LANL Plutonium Reported in Santa Fe Drinking Water, While Dignitaries Celebrate First Plutonium Pit
The Santa Fe Water Quality Report for 2006 was delivered with the June water bills. The report stated that there was a "qualified detection of plutonium 238" in Buckman Well Number 1. This means that plutonium from the development and production of nuclear weapons at Los Alamos National Laboratory (LANL) was detected in Santa Fe drinking water supplies. However, the actual amount of plutonium contamination could not be determined by the test performed. The Water Quality Report is issued each year as required by the federal Safe Drinking Water Act. In 2006, all contamination detections were below federal and state drinking water quality limits.
Plutonium is the main ingredient in the core or trigger of a nuclear weapon, known as a plutonium pit. At the same time that the detection of plutonium is being reported, LANL is once again taking its place as the nation's plutonium pit manufacturing facility. Dignitaries were invited to a celebration for certifying the first plutonium pit to be accepted by the government for use in the nation's nuclear-weapons stockpile since 1989, when Rocky Flats was raided by the FBI for environmental crimes. According to Nuclear Watch New Mexico, a Santa Fe based NGO, this new pit cost approximately $2.2 billion.
In the production of plutonium pits, contaminants are released into the environment through air and water emissions and radioactive and hazardous waste is generated. The first plutonium pit was manufactured at LANL for use against Nagasaki, Japan during World War II. At that time, the waste was dumped in unlined and shallow trenches.
Approximately 12,000 cubic meters of plutonium contaminated waste remains in unlined burial areas on the LANL site, which is a source of the groundwater contamination. LANL is located above the regional aquifer, which flows towards the Buckman Well Field, where the City of Santa Fe gets 40% of its drinking water.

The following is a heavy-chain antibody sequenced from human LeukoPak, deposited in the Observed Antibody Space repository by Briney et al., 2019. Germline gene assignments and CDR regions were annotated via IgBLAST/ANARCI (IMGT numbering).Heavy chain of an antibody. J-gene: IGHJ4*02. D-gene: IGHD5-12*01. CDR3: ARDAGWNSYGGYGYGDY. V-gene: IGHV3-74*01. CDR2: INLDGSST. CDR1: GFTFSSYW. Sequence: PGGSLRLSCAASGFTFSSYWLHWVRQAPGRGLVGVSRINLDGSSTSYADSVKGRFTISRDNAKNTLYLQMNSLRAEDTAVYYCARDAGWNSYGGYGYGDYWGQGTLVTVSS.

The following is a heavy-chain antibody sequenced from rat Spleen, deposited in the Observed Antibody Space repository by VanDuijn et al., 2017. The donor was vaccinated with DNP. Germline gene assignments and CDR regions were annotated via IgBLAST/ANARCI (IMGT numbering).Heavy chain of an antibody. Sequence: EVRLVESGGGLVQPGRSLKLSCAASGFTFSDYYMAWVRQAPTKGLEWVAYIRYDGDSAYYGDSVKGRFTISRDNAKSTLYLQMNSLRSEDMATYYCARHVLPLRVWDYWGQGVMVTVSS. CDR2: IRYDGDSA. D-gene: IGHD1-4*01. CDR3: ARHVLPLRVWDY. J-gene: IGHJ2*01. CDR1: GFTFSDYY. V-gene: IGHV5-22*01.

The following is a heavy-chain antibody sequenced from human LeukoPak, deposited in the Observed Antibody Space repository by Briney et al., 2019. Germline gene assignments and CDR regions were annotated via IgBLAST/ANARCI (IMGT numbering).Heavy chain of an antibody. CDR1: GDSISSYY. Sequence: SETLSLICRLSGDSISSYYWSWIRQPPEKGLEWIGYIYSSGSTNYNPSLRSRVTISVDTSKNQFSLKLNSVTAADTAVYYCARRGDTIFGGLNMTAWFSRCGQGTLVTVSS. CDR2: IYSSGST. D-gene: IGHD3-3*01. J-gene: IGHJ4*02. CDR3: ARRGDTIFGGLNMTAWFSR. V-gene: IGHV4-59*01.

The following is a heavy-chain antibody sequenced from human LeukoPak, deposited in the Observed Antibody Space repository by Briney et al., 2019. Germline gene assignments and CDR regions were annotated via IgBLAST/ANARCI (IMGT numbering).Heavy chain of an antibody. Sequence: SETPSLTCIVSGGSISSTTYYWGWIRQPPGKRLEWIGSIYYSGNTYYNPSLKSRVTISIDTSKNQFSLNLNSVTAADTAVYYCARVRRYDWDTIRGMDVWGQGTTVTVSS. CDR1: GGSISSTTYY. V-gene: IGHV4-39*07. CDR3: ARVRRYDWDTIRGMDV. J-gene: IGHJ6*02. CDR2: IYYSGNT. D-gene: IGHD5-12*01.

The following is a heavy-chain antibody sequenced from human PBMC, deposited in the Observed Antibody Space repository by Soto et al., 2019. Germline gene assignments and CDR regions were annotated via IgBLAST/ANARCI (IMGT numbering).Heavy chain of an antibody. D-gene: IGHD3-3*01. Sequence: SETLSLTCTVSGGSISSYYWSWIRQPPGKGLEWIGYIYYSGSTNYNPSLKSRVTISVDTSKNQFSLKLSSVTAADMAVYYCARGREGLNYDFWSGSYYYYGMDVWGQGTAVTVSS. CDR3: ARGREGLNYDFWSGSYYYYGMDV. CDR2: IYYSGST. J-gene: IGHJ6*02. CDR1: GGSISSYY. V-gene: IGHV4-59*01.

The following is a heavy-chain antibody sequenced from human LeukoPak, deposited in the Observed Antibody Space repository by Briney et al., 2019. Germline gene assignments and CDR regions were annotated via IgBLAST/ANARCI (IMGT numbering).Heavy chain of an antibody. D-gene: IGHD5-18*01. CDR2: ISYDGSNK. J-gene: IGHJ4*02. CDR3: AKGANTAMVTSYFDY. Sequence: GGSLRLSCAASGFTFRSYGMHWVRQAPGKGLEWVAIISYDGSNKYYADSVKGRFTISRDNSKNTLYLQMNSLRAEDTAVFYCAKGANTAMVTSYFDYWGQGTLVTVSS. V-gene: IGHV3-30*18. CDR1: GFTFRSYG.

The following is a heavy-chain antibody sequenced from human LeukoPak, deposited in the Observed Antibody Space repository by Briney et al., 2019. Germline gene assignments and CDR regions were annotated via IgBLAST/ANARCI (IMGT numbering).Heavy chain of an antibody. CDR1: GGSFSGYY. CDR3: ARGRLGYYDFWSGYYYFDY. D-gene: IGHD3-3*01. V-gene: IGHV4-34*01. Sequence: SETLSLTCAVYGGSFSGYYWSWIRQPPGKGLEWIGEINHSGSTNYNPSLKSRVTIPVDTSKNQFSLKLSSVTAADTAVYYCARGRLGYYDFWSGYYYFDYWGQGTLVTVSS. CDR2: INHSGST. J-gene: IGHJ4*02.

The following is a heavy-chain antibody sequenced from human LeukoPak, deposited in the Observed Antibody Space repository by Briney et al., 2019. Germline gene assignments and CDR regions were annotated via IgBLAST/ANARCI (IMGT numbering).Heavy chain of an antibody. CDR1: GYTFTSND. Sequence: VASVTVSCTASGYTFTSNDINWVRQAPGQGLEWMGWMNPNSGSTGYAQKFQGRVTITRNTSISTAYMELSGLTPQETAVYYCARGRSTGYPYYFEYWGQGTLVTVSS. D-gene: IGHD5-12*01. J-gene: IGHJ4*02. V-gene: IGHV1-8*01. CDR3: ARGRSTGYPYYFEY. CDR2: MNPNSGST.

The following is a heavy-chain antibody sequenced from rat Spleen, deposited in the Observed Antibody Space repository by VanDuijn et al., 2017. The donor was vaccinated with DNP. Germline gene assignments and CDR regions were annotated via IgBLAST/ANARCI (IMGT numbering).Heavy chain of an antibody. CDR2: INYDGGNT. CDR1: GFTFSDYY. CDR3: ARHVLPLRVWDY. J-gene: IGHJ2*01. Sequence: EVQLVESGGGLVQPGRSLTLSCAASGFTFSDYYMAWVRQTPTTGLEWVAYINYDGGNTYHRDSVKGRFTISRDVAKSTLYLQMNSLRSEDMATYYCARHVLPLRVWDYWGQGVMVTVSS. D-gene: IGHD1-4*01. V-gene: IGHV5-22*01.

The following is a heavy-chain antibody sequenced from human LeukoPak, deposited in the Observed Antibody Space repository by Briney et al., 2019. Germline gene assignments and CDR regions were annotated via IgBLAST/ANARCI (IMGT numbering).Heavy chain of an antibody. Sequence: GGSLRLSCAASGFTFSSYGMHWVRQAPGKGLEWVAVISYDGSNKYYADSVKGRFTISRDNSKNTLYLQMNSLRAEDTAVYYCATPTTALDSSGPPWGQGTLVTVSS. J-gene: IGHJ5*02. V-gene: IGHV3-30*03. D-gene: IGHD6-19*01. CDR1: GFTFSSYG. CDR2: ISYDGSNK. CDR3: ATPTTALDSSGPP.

Registered Geologist, Robert H. Gilkeson, said that intermittent and low level detections can be an early indication of an approaching contaminant plume.
Gilkeson said, "There is an emerging environmental emergency. Detections of LANL radionuclides in Santa Fe drinking water wells have been published by the Department of Energy in environmental reports since the late 1990s, but the detections have not been adequately investigated. The contamination must be addressed now with monthly sampling using the most sensitive analytical methods."
In addition, a recent independent study of the area surrounding LANL found elevated and potentially harmful levels of radioactivity in materials which humans are routinely exposed to, such as dusts and plant life. The Government Accountability Project performed the study, with technical assistance from Boston Chemical Data, Inc. They will hold a public press conference to discuss these findings on Tuesday, July 10 at the Hotel Santa Fe, beginning at 11 am.
Joni Arends, of CCNS said, "LANL contaminants are impacting the surrounding communities. What is national security if we do not have clean air, water and soil? LANL contamination must be prioritized as the threat and the mission transformed to clean up past operations. The time for nuclear weapons is over."
Important note regarding plutonium:
The isotope plutonium 238 (Pu-238) is used predominantly as an energy source and very little is present in a plutonium pit. The main ingredient in a pit is Pu-239. Detections of all three isotopes of plutonium have been reported in Los Alamos County and the city of Santa Fe drinking water wells by the Department of Energy and LANL. The isotope Pu-238 is far more short lived than other plutonium isotopes and therefore more radioactive. At LANL Pu-238 is processed at TA-55, along with other isotopes and the waste is disposed of with Pu 239 and 240 as transuranic waste.